My home office tends to get warm during the day. Unfortunately, working in the dark won’t work for me. Does anyone know of any lightbulbs that don’t produce a ton of heat? Versus getting lamps?
Philips 420224 10-Watt L-Prize Award Winning 60-Watt LED Light Bulb
Unfortunately, the market did its work and shut down this product since it was ‘too expensive” (and too effective for its own good as a price-fetching profit vector🙄): Philips since abandoned their own research and no longer offer any bulb with comparable spectral fidelity (light/color quality), but stock may linger if you hunt. Is capitalism the best or what?
Well any LED light is going to be far cooler per lumen than any other option. If you get as 15W bulb that is the lumen equivalent of a 100W incandescent, then it will be outputting 15W into the room instead of 100W the old incandescent lamp would have.
This may be helpful: https://www.nytimes.com/wirecutter/reviews/best-led-desk-lamp/
@PHolder is correct that LEDs in general create orders of magnitude less heat than incadescents; in terms of the best available quality while you’re at it, last time I researched it a few months ago I wound up on these (it was research for curiosity’s sake; I haven’t bought any):
The spectral coverage on these is better than the Philips ones’ was, BTW (no idea how well they’re selling, though a 1/3rd-to-1/2-off sale worries me for their market longevity/viability.)
I already have LED bulbs in the fixture in question.
In all honesty, I think it might just be the size of the room. It’s the smallest room, which is why I use it as an office. Even with the ceiling fan and AC on, with the lights on it just doesn’t get that cool in here.
I would think you, plus computer, monitor etc. are going to produce way more heat than any LED will.
It sounds like you have an issue with your AC. LED bulbs give off relatively little heat, and should not overpower the combined cooling effects of air conditioning and a fan. The recessed lights in my office ceiling have LED bulbs and they are cool enough to touch even after running for hours.
I would start by ensuring that your AC is sufficiently cooling the air. Check the air temperature at the return vent (where air is returned from the house into the cooling unit), then check the air temperature at the supply vents (where cooled air flows back into the house). You can do this by taping a small thermometer to the vent. The temperature difference should be 17-20 degrees Fahrenheit. While you’re measuring the temperature at the supply vents also take note of how much air is blowing out; perhaps your overheated office space is not getting enough air.
That’s what I’m thinking. I think the small size of the room is the issue. The rest of the floor works fine, AC wise. Its just this little room. I do know that if I turn the lights off, it does feel cooler in here.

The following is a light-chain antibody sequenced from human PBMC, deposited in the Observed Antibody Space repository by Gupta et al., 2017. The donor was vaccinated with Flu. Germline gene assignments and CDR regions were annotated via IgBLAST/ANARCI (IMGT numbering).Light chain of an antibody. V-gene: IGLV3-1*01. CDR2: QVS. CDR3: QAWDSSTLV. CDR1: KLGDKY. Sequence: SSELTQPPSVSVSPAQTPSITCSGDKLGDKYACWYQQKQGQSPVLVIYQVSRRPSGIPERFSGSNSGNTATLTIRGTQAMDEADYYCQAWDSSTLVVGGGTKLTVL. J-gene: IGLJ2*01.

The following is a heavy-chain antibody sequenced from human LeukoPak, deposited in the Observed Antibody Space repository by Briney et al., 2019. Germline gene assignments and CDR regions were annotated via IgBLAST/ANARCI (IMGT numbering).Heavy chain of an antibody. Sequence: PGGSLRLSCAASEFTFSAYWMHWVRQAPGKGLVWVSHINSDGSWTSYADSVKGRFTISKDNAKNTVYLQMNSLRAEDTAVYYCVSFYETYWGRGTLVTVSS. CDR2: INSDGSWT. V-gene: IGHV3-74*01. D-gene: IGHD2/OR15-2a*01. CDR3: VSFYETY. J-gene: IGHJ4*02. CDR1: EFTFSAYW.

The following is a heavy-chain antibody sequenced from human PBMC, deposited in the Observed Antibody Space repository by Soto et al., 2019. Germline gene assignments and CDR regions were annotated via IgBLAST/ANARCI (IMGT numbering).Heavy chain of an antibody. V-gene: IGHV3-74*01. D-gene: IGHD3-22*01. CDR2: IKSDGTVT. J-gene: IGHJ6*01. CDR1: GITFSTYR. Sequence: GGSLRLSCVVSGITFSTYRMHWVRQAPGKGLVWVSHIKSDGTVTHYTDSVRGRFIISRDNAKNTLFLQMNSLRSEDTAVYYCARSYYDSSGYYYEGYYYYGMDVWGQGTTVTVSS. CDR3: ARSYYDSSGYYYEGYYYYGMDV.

Possibly air flow issues, they do happen in smaller rooms. Sometimes you crack a door and it feels a lot cooler because the airflow actually has somewhere to go. Easy way to find out is if you have a hard time keeping a door still when cracked open it will either try to close constantly or open depending on which direction has the most air flow.
A very outside possibility, but some LED bulbs do give off quite a bit of heat from the package of electronics in the base. I just checked three Bell brand 9 watt bulbs that have been on for an hour or so, and while the glass envelope is only warm, the base of each is hot enough that it would probably burn me if I kept holding it there. It’s a very small heat source, but it’s possible that you can feel the effect in a small room, especially if the lights are relatively close to you.
I doubt you’re going to find any light source without some stray heat, so improving the AC may be the way forward.
Oh, I know I won’t find a light source without heat. Was just wondering if anyone knew of LED lightbulbs that produced less heat. I’ll figure something out.
When bulbs are given a wattage rating, that is for input wattage. One can presume that a fair amount of the input wattage is converted to heat, this is necessary because of physics. Still a bulb with a lower wattage, like LED, is going to produce less heat per lumen, no matter what other conditions exist.
A more drastic option is something like a Sun Tunnel… basically a way to get light from the outside into the room using total internal reflection. Models exist with a light in the tunnel to replace the sun when it is unavailable. That, of course, requires some construction on the home, which is probably a far more drastic solution to your problem than you originally envisioned
If I wanted outside light, I could just open the blinds on the windows behind me. But then the sun glare would cause an issue on the monitor.